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Update on IJM Romania support on the Ukraine border

“It’s really important for this message to be heard: there is a risk when you have millions of individuals who are extremely vulnerable coming across the borders in large waves,” said Shawn Kohl, Director for IJM in Central and Eastern Europe. “There is the potential for human trafficking. And we already know that it exists, we know that it exists in large numbers between Romania and the UK, between Poland and the UK and other western European countries. Trafficking already existed, and this current crisis just exacerbates the possibility that there will be human trafficking.”

IJM continues to support partners in Romania as they provide for the current and emerging needs of refugees from Ukraine. One observation of IJM staff and partners has been that the people crossing the border now have fewer resources and contacts for family or friends across Europe. The majority of refugees IJM staff are speaking with do not have a specific destination where they plan to travel, and rarely know anyone who can meet them or help them when they arrive. People are more vulnerable to the possibility of trafficking if they do not have support systems and protections in place.

“It’s important that we have good tools available and good resources available for individuals as they are crossing,” Shawn said. “For instance communications and SIM cards and proper reporting mechanisms.”

By March 6, the IJM Romania team had worked with ANITP (Romania National Agency Against Human Trafficking) to distribute 8,500 flyers at the border about the signs and risks of trafficking and the available helplines.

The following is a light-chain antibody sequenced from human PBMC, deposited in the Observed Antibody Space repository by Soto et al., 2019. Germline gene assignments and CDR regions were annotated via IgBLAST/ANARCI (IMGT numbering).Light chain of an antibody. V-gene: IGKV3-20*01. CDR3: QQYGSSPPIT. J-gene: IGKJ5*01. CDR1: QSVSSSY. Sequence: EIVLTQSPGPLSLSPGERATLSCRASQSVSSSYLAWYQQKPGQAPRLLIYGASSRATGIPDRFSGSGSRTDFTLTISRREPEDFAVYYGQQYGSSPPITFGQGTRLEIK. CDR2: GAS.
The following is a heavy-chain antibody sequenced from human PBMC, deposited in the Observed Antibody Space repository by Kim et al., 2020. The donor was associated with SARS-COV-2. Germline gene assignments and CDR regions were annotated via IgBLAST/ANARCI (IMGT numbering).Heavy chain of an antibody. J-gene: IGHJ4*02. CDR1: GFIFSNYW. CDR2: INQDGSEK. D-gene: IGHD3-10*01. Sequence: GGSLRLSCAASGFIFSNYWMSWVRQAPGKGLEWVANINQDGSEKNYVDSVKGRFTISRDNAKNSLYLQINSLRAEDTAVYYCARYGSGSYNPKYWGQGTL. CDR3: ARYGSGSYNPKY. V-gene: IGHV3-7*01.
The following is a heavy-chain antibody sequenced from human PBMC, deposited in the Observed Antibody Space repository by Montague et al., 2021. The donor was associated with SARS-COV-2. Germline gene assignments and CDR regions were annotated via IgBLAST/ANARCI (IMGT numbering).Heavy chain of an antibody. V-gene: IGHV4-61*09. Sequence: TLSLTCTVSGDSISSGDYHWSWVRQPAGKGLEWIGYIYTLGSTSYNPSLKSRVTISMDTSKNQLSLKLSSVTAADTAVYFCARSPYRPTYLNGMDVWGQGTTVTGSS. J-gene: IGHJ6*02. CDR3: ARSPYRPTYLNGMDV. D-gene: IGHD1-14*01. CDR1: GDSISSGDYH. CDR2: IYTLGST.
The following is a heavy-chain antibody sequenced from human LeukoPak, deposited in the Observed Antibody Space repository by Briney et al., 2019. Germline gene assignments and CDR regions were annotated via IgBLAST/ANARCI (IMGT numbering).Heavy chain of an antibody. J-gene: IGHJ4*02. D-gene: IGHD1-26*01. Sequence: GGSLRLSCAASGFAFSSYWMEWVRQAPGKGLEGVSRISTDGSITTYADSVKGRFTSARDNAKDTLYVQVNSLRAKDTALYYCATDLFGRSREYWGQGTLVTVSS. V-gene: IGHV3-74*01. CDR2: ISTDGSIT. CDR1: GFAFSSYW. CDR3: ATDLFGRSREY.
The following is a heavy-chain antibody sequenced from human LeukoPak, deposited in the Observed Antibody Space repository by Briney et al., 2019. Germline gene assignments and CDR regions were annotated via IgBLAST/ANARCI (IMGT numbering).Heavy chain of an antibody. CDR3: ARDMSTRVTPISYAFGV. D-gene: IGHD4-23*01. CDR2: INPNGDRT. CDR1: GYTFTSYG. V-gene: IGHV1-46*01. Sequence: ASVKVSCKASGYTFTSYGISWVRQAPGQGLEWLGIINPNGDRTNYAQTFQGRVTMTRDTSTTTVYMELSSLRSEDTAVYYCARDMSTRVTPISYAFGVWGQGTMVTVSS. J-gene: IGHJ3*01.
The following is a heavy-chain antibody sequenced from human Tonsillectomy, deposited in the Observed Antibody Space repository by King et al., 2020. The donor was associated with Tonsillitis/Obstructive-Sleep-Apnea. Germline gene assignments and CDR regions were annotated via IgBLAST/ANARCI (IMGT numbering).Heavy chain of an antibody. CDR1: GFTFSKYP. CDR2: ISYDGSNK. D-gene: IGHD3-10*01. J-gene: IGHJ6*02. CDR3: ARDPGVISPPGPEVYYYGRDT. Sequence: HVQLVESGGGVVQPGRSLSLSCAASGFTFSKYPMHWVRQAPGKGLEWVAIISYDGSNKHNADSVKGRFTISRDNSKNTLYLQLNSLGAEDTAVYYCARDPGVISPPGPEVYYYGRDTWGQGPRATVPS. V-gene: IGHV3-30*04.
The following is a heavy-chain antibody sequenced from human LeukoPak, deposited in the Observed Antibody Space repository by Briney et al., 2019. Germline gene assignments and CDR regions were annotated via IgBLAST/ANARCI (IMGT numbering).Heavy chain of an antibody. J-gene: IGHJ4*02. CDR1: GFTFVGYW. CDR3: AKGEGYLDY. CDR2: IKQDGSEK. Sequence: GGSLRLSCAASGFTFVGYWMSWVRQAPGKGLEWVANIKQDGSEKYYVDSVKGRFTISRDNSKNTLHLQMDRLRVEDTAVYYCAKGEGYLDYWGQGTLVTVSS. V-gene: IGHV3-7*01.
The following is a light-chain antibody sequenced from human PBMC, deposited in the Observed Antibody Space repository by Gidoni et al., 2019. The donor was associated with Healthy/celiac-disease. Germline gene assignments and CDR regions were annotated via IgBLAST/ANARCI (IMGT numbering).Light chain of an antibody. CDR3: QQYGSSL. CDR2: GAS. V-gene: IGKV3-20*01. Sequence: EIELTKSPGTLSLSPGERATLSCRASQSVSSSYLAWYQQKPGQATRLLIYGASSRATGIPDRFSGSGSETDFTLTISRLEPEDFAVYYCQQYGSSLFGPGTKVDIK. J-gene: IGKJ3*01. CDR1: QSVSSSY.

A handful of Churches in Bucharest have joined together to support Ukrainian refugees. Anecdotally, they have reported that of the approximately 700 refugees who have passed through so far, only about 20% have a concrete destination where they are going. The other 80% do not yet have a plan or a specific place to go but are moving towards Western Europe.

“I went and bought supplies to take to a local church who has turned their entire complex into refugee housing. They are organized and efficient and are doing everything they can to house as many people as possible, but still comfortably,” an IJM volunteer said. “The beautiful and sad thing about this whole situation is that there are hundreds of people in all these countries doing the exact thing that we are, [helping] day in and day out. We are not unique, and while it is beautiful that we aren't, it's horrifying to think of the reason why we're needed at all.”

Aside from the immediate crisis, there is a likelihood that the greatest trafficking risks will be seen weeks or months in the future.

“If you’re staying in a refugee center or shelter for a long time, it’s hard to find work. Then your risk tolerance really increases dramatically the longer you’re in one place,” Shawn Kohl said. “That’s when we know there’s a lot of vulnerable people that could be recruited. Normally it’s not what you’d see in the movies - it’s not people in chains - but it’s really just a promise of a better future. It’s the hope that traffickers oftentimes prey upon; individuals that need some support and want a job.”

Staff from IJM continue to advise partners at the border and support those sheltering refugees with supplies.

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